Subject Verb Agreement Questions and Answers

Subject-verb agreement is a crucial aspect of written and spoken communication. This rule states that the subject and verb must agree in number, which essentially means that a singular subject requires a singular verb, and a plural subject requires a plural verb. However, subject-verb agreement questions can be quite tricky, and even experienced writers may make mistakes.

In this article, we will provide some common subject-verb agreement questions and answers to help you avoid errors in your writing.

Question 1: Which verb should I use when the subject is a collective noun?

Collective nouns refer to groups of people or things, such as team, family, or committee. The trick here is to determine whether the collective noun is acting as a single unit or as individual members. If the collective noun is acting as a single unit, use a singular verb. If it is acting as individual members, use a plural verb. For example:

– The team is working hard to win the championship. (team is acting as a single unit)

– The committee are divided in their opinions. (committee is acting as individual members)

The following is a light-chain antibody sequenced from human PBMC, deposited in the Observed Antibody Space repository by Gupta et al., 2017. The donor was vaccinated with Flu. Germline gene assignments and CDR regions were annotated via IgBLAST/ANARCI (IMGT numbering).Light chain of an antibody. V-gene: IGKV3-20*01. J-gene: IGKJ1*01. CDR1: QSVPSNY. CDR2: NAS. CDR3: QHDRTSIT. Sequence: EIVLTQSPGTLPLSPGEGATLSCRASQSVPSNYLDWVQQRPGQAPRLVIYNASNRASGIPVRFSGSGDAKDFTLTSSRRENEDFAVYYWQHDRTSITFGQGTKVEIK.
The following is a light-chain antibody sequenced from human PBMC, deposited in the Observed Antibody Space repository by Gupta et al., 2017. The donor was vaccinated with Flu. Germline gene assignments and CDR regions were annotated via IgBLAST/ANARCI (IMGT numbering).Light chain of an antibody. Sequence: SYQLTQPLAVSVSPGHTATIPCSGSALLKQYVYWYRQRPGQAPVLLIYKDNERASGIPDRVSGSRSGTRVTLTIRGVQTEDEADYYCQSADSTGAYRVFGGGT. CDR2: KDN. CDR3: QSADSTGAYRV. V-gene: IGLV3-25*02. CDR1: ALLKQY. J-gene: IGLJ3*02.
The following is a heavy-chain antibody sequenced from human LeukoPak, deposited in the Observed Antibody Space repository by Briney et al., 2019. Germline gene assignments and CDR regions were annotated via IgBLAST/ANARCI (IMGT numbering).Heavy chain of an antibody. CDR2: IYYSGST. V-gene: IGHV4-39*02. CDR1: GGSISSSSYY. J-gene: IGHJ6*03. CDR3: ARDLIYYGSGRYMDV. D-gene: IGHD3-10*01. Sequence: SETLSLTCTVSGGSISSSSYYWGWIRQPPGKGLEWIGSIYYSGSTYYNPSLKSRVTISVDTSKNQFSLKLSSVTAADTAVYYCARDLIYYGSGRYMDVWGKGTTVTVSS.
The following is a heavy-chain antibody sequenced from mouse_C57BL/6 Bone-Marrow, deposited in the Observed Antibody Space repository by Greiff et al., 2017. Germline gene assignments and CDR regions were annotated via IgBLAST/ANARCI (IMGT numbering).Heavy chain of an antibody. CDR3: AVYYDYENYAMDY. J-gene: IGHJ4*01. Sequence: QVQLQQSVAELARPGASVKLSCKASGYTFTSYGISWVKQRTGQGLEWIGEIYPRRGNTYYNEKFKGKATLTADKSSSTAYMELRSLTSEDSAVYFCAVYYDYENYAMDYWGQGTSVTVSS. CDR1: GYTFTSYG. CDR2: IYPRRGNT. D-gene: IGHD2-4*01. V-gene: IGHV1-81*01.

Question 2: What verb should I use when a subject is joined by “and”?

When two or more subjects are joined by “and,” use a plural verb. For example:

– John and Sarah are excellent musicians.

However, if the subjects are joined by “or” or “nor,” use a singular verb that agrees with the nearest subject. For example:

– Neither John nor Sarah is interested in politics.

– The cake or the cookies are delicious.

Question 3: Should I use a singular or plural verb with “there” as the subject?

When the noun following “there” is singular, use a singular verb. When the noun is plural, use a plural verb. For example:

– There is a book on the table. (book is singular)

– There are several books on the table. (books are plural)

Question 4: What verb should I use when the subject is a compound subject?

A compound subject consists of two or more nouns or pronouns joined by “and.” Use a plural verb when the compound subject refers to more than one person or thing. For example:

– My sister and I are going to the movies.

However, if the compound subject refers to a single thing, use a singular verb. For example:

– Macaroni and cheese is my favorite comfort food.

Question 5: What verb should I use with “each” and “every”?

Use a singular verb with “each” and “every,” as they both refer to a single person or thing. For example:

– Each student is required to attend the meeting.

– Every flower in the garden is blooming beautifully.

In conclusion, subject-verb agreement is a crucial rule in grammar that influences how effectively your message is conveyed. By understanding the common subject-verb agreement questions and answers, you can write confidently and accurately, avoiding errors that may miscommunicate your intended message.